How the Goals Happened
2′ Daryl Murphy Header (NOT 1-0 NEW)
Darlow’s sliced clearance went out for a throw-in by Newcastle’s left hand side. In theory, the defensive set up was good. Muto and Kenedy were pressuring Byram. This meant that Clark positioned himself nearer his more comfortable central area and Fernandez and Schar were occupying the spaces in the box that Daryl Murphy would attack alone. The defending from Kenedy was very weak as Byram ghosted past him to deliver an excellent cross. Murphy got the wrong side of Schar to plant a header home with the Swiss centre back failing to assess the danger in time.
90+1’ Rondon Shot (NOT 1-1 NEW)
Newcastle’s goal was also their only effort on target. It was a well-worked move that involved all 3 of Rafa Benitez’s substitutes. Sterry pressed Robinson into putting the ball out, from the throw in it was worked short to Longstaff who had the vision to pick out Rondon with a long pass. Rondon helped the ball up well to find Murphy in the middle.
At this point, it was a 3 v 6 situation in Forest’s favour. Murphy found the gap to pass it to Ayoze’s who’s clever run off the shoulder of Hefele allowed him space to find Rondon with a cute reverse pass. Rondon had carried on his run from the middle to get the right side of the Forest full back and finished his chance superbly. A very high-quality goal but an all too rare moment of quality in the match for Newcastle.
90+3’ Cash Shot (NOT 2-1 NEW)
A clearance out to Newcastle’s right side was aimed towards Gil Dias who was in acres of space with Sterry out of position having tucked inside to press a Forest player. Schar still looked to have time to cover for Sterry but his slow effort in closing down Dias was critical, the winger sent a dangerous low cross which Darlow parried only for Cash to steer the loose ball home. Cash was an untracked runner who arrived late in the box to finish in the manner of Lampard in his prime. Another goal that shows Newcastle’s defensive frailties on the right side.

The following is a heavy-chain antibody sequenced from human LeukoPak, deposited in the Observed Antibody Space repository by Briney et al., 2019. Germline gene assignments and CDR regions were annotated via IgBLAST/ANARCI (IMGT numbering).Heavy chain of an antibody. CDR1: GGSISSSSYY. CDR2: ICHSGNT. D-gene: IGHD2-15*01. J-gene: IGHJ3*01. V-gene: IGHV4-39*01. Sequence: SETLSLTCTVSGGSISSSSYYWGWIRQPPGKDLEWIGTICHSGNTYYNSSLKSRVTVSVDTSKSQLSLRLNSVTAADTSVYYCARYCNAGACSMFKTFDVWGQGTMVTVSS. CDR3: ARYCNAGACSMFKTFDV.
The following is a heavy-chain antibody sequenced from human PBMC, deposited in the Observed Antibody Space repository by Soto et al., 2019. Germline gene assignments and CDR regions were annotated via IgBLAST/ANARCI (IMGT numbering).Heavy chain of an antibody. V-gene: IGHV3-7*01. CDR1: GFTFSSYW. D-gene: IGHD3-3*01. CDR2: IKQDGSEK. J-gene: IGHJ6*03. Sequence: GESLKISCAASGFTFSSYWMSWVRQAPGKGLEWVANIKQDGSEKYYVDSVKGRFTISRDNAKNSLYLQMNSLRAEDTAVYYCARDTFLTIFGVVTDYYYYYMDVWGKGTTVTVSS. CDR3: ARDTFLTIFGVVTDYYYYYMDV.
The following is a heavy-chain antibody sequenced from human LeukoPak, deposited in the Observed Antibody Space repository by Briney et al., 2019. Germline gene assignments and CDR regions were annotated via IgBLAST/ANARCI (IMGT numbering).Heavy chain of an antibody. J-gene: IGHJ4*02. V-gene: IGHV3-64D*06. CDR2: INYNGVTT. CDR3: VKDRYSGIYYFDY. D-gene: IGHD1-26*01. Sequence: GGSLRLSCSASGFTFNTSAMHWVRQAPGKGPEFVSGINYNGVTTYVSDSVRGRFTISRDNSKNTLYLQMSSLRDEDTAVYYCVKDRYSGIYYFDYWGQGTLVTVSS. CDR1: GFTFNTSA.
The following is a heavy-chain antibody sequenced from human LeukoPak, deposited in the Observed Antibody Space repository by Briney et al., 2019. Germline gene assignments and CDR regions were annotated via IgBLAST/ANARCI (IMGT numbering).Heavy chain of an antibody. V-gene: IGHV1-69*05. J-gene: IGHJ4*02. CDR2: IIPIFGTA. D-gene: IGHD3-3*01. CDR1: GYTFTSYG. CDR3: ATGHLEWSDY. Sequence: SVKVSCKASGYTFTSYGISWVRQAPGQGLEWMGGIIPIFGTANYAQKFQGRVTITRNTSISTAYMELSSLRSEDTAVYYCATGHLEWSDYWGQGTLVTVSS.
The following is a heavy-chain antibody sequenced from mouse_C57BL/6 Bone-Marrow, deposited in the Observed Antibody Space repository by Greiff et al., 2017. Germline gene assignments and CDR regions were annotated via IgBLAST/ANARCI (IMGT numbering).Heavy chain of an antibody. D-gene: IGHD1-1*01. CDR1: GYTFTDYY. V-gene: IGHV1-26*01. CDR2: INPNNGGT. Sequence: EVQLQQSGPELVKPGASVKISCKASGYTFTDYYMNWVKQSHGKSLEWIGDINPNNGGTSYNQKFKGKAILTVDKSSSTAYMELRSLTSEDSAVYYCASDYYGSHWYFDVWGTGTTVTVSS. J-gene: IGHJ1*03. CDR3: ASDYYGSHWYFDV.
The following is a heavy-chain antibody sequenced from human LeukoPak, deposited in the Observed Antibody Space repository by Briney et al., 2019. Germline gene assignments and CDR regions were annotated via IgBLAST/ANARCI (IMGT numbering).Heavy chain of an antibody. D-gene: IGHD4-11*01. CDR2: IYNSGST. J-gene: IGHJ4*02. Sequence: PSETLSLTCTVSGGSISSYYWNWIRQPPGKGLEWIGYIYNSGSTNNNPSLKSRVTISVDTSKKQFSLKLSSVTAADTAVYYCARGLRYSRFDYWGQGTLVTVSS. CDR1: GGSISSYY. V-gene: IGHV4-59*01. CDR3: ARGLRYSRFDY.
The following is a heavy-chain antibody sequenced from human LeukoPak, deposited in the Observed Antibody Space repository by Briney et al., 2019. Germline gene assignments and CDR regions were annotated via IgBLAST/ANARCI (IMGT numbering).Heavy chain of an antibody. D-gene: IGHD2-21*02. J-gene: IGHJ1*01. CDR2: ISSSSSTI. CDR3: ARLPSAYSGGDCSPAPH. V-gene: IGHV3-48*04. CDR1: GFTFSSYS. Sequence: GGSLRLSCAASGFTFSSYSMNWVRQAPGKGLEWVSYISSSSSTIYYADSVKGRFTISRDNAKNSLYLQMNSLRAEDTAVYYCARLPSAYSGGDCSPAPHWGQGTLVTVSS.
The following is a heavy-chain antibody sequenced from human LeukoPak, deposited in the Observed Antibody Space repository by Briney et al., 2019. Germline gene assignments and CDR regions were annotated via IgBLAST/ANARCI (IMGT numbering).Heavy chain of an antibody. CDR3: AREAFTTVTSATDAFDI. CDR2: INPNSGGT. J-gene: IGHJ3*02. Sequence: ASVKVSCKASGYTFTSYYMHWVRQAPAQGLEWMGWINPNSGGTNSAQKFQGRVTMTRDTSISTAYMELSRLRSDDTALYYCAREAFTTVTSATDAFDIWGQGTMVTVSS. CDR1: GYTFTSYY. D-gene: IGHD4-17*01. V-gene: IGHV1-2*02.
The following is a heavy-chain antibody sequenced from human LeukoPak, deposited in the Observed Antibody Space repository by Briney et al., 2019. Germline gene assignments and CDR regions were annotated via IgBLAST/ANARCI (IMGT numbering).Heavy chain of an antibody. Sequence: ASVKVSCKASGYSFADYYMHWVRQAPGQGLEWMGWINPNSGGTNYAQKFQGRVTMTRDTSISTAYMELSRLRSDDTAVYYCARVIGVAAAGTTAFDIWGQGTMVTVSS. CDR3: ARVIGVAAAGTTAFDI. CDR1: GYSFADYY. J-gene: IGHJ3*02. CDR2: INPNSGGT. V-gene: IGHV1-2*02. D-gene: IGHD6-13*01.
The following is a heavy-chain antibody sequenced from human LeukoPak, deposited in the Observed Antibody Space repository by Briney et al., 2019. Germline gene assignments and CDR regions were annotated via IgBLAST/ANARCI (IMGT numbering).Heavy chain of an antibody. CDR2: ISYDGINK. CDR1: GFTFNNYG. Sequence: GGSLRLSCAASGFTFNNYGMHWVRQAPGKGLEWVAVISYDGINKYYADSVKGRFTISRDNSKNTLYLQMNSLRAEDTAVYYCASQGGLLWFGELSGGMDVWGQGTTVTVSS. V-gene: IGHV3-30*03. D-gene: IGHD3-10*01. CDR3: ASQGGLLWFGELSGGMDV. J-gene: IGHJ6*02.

90+6’ Gil Dias Chip (NOT 3-1 NEW)
All manner of defensive discipline and focus was lost at this point. Daryl Murphy showed strength to dispossess Clark despite the defender having yards on him and getting to the ball first. Newcastle did manage to win it back after Kenedy dispossessed Cash but the Brazilian attempted to dribble past Dias despite being in a central defensive area only to lose the ball. Darlow was not on his line and Dias’ finish was excellent to chip him and seal Newcastle’s fate.
Key Tactical Points
Newcastle’s struggles out wide
The back 5 formation used against Chelsea was there to combat an incredibly technical Chelsea attack, and it worked to a certain degree. Against the Reds, Rafa opted for a traditional back 4 with supporting wingers. The idea would have been for Newcastle to dominate. However, they showed an inferiority to Forest out wide in both attacking and defensive situations.
Atsu struggled to keep hold of the ball with him and Sterry showing little to no chemistry together. In defense, their side was incredibly vulnerable with Joe Lolley and Carvalho able to link together and bypass them with the help of Daryl Murphy’s movement. On the left, it wasn’t much better. Although Kenedy was more willing than Atsu in terms of helping out Clark, the defending left a lot to be desired and the opening goal was evidence of that. Forest’s runners always seemed faster and more agile in their combinations to threaten the Newcastle goal.